As the community celebrated the opening of the city's Armed Forces Reserve Center on Sunday, it also said goodbye to more than 200 of its soldiers attached to the 3rd Battalion of the 103rd Armor Battalion. They are being deployed to Kuwait for security operations.
As Lt. Col. T.A. Starkoski, battalion commander, stood next to his son after the dedication ceremony for the new reserve center, he said the moment was "bittersweet."
The "bitter" is having to leave friends and family, but the "sweet" is being able to put their training into action and serve their country.
CRAIG S. McKIBBEN JR./Sun-Gazette
Sgt. John Moody, an infantry soldier with the 3rd Battalion of the 103rd Armor Battalion, kisses his 18-month-old daughter, Allison, during a send-off event for his unit at the Grove Street armory in Williamsport on Sunday afternoon. More than 200 troops are heading to Kuwait for a security operation.
"Being a spouse of a soldier is not easy," Starkoski said. "Their dedication ... is as much, if not more than the soldiers'."
Lt. Chris Mead also said he had "mixed emotions" about the day and his girlfriend, Katie Callahan, agreed.
"It's difficult at times but at the same time, you're proud," she said.
Pfc. Anthony Martin said it's probably "10 times" harder for families because they not only miss the soldier but have to fill the void as they're not around to help with daily tasks.
"It's pretty hard at times," he said.
But Martin also added, "This is what we signed up to do."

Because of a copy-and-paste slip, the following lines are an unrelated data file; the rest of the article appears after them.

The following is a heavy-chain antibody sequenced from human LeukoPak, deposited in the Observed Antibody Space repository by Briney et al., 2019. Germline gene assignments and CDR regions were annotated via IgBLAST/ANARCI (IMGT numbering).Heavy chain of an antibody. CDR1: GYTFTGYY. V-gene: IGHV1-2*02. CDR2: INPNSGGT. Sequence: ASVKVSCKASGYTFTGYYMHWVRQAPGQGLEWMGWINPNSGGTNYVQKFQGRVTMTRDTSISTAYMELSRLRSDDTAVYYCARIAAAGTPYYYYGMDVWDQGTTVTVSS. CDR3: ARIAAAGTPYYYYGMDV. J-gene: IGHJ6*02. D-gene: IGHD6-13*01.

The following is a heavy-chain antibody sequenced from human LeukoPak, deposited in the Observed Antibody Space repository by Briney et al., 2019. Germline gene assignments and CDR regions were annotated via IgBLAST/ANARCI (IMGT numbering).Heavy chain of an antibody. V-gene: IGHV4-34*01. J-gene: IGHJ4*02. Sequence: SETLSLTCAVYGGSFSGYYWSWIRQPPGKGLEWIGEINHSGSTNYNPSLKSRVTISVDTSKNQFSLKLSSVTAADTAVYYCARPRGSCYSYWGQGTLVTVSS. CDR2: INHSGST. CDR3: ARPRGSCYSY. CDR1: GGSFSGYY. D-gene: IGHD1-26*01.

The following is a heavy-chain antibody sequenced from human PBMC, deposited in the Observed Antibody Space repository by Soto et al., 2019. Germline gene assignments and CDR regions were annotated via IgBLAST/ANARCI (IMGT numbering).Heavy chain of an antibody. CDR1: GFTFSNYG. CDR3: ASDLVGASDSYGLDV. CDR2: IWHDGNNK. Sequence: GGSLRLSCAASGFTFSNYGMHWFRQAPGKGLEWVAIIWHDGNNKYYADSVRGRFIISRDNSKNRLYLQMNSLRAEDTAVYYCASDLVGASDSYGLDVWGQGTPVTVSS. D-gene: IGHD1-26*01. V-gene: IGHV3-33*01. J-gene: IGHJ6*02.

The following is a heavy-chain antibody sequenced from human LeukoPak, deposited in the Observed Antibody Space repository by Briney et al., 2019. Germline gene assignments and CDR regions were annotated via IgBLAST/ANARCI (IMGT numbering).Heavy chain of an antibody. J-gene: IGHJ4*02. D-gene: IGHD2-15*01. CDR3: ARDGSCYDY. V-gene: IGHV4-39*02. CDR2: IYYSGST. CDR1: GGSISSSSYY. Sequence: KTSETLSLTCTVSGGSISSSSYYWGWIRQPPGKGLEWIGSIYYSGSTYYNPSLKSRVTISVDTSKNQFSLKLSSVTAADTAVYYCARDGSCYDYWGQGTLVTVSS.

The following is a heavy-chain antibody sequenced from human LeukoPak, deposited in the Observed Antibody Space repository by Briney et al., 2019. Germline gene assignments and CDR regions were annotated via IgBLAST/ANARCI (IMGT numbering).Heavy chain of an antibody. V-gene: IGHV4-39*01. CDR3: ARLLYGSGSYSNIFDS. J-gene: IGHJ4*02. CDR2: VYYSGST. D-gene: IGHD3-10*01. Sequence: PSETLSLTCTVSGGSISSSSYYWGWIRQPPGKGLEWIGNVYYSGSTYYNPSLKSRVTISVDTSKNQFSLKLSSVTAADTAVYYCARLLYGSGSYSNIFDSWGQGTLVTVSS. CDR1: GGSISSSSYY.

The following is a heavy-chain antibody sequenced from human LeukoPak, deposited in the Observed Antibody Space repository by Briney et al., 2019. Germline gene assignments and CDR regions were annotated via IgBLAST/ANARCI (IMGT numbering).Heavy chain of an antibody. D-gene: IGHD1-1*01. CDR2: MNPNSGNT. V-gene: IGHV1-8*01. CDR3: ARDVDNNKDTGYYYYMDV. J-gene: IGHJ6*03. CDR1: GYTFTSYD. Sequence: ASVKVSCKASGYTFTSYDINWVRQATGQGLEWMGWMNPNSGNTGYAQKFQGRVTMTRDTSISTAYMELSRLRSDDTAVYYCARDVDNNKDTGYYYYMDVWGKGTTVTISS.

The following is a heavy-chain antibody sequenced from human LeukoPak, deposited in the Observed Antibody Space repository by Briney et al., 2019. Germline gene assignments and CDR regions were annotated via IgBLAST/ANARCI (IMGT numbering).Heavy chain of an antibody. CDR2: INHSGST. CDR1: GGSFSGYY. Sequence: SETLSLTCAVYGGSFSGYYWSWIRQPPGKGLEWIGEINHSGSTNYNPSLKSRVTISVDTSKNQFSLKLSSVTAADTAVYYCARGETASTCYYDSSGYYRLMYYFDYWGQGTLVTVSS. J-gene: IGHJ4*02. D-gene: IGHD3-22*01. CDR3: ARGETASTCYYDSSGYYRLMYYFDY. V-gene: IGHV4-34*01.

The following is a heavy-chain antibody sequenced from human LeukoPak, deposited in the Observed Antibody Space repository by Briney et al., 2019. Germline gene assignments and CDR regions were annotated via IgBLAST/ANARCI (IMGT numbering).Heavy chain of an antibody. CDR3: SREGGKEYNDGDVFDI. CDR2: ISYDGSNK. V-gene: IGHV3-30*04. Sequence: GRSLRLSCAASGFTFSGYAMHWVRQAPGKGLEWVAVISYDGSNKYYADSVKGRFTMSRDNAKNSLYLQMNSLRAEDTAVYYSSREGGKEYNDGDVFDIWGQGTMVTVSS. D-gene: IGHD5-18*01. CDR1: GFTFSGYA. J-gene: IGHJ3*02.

"(It's) very hard seeing them go off," said Pamela Johnson, Martin's aunt. "I'm extremely proud of him."
Starkoski said that helping families when soldiers are deployed is one reason why the reserve center is so important. He said it's a place for families to come.
"As a battalion, we're a family. But this facility isn't just for the soldiers," he said.
Some, who were deploying for the first time, couldn't wait.
"It's actually exciting," said 1st Lt. Gregory Martz, "just getting to know all the people."
But even if he was excited, he noted that when he told his mother about being deployed, "mothers act the way mothers always do."
Not only did family and friends show up to bid farewell to the soldiers, but so did community members.
"It's unbelievable," Mead said. "The support here is even more than any of us expect."
Added Martin: "It was overwhelming. A lot of people turned out."
The community supported the soldiers, just as the soldiers supported the community during last year's flooding.
Starkoski explained that the reserve center was used to give aid to those affected by the natural disaster.
"This is a great community," he said. "And that's why these armories are built in the community."
He added that it doesn't matter if they're living a civilian life part-time, soldiers always are looking to help.
"They serve even if they're not in uniform," Starkoski said.
Pvt. Heather Inners said although she isn't being deployed, seeing her fellow soldiers off makes her want to become an active soldier after completing college.
"I love being in my uniform. If I could be in all the time, I would," she said.
As the troops prepare to travel to Camp Shelby, Miss., before heading overseas, city Mayor Gabriel J. Campana told them they were his heroes.
"You're defending this city. You're defending this state. And you're defending this nation," he said.